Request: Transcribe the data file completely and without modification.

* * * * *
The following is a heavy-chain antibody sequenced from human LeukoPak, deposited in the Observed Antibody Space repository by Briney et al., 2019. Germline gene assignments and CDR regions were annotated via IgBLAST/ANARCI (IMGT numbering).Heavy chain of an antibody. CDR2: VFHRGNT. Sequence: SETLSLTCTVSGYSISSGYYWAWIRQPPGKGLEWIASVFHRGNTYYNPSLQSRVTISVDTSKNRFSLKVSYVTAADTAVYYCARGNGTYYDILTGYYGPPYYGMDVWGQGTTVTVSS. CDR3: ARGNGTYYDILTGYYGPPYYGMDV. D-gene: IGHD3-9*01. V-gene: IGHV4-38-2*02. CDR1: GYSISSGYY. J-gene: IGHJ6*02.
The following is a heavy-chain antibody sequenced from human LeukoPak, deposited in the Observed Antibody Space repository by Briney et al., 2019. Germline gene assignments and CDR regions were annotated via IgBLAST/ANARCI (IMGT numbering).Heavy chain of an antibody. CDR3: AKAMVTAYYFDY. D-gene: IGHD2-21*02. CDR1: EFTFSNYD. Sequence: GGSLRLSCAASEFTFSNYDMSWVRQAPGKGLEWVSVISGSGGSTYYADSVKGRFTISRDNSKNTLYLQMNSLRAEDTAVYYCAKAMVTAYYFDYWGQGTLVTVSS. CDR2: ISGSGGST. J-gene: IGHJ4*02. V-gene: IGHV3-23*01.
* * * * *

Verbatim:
The following is a heavy-chain antibody sequenced from human LeukoPak, deposited in the Observed Antibody Space repository by Briney et al., 2019. Germline gene assignments and CDR regions were annotated via IgBLAST/ANARCI (IMGT numbering).Heavy chain of an antibody. CDR2: VFHRGNT. Sequence: SETLSLTCTVSGYSISSGYYWAWIRQPPGKGLEWIASVFHRGNTYYNPSLQSRVTISVDTSKNRFSLKVSYVTAADTAVYYCARGNGTYYDILTGYYGPPYYGMDVWGQGTTVTVSS. CDR3: ARGNGTYYDILTGYYGPPYYGMDV. D-gene: IGHD3-9*01. V-gene: IGHV4-38-2*02. CDR1: GYSISSGYY. J-gene: IGHJ6*02.
The following is a heavy-chain antibody sequenced from human LeukoPak, deposited in the Observed Antibody Space repository by Briney et al., 2019. Germline gene assignments and CDR regions were annotated via IgBLAST/ANARCI (IMGT numbering).Heavy chain of an antibody. CDR3: AKAMVTAYYFDY. D-gene: IGHD2-21*02. CDR1: EFTFSNYD. Sequence: GGSLRLSCAASEFTFSNYDMSWVRQAPGKGLEWVSVISGSGGSTYYADSVKGRFTISRDNSKNTLYLQMNSLRAEDTAVYYCAKAMVTAYYFDYWGQGTLVTVSS. CDR2: ISGSGGST. J-gene: IGHJ4*02. V-gene: IGHV3-23*01.